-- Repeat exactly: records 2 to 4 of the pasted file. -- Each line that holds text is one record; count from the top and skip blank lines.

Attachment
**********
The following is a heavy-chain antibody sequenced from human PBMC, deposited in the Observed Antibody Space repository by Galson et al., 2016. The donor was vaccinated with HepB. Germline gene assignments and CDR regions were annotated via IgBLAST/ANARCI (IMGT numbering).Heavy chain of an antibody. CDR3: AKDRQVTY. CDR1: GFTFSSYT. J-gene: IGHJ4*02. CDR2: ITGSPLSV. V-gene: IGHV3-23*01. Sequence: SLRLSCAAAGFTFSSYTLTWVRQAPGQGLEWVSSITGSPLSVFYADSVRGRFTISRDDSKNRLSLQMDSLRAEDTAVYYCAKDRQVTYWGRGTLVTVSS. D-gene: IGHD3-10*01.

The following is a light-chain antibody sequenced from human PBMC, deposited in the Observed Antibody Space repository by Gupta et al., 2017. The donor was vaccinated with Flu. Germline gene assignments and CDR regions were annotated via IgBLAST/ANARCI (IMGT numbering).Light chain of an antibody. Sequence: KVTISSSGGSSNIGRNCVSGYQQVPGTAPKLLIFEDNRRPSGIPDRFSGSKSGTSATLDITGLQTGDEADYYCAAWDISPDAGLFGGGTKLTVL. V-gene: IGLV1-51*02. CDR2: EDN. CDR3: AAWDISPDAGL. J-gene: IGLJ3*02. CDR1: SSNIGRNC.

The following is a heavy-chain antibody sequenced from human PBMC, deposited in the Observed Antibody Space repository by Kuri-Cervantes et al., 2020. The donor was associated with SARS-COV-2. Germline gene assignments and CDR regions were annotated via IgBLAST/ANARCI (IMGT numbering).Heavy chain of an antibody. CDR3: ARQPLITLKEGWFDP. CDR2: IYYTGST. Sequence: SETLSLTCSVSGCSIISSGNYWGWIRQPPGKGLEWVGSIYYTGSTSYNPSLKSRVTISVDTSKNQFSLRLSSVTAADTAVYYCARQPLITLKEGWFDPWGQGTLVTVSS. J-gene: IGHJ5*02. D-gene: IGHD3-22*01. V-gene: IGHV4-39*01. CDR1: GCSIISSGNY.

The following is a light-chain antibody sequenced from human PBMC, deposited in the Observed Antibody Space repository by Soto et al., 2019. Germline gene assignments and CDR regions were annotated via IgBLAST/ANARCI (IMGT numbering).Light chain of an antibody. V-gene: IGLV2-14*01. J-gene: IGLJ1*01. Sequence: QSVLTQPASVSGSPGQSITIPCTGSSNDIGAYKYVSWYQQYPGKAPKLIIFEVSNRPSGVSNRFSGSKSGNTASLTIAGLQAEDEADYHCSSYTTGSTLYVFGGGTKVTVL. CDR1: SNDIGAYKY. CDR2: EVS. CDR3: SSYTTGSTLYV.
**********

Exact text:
The following is a light-chain antibody sequenced from human PBMC, deposited in the Observed Antibody Space repository by Gupta et al., 2017. The donor was vaccinated with Flu. Germline gene assignments and CDR regions were annotated via IgBLAST/ANARCI (IMGT numbering).Light chain of an antibody. Sequence: KVTISSSGGSSNIGRNCVSGYQQVPGTAPKLLIFEDNRRPSGIPDRFSGSKSGTSATLDITGLQTGDEADYYCAAWDISPDAGLFGGGTKLTVL. V-gene: IGLV1-51*02. CDR2: EDN. CDR3: AAWDISPDAGL. J-gene: IGLJ3*02. CDR1: SSNIGRNC.

The following is a heavy-chain antibody sequenced from human PBMC, deposited in the Observed Antibody Space repository by Kuri-Cervantes et al., 2020. The donor was associated with SARS-COV-2. Germline gene assignments and CDR regions were annotated via IgBLAST/ANARCI (IMGT numbering).Heavy chain of an antibody. CDR3: ARQPLITLKEGWFDP. CDR2: IYYTGST. Sequence: SETLSLTCSVSGCSIISSGNYWGWIRQPPGKGLEWVGSIYYTGSTSYNPSLKSRVTISVDTSKNQFSLRLSSVTAADTAVYYCARQPLITLKEGWFDPWGQGTLVTVSS. J-gene: IGHJ5*02. D-gene: IGHD3-22*01. V-gene: IGHV4-39*01. CDR1: GCSIISSGNY.

The following is a light-chain antibody sequenced from human PBMC, deposited in the Observed Antibody Space repository by Soto et al., 2019. Germline gene assignments and CDR regions were annotated via IgBLAST/ANARCI (IMGT numbering).Light chain of an antibody. V-gene: IGLV2-14*01. J-gene: IGLJ1*01. Sequence: QSVLTQPASVSGSPGQSITIPCTGSSNDIGAYKYVSWYQQYPGKAPKLIIFEVSNRPSGVSNRFSGSKSGNTASLTIAGLQAEDEADYHCSSYTTGSTLYVFGGGTKVTVL. CDR1: SNDIGAYKY. CDR2: EVS. CDR3: SSYTTGSTLYV.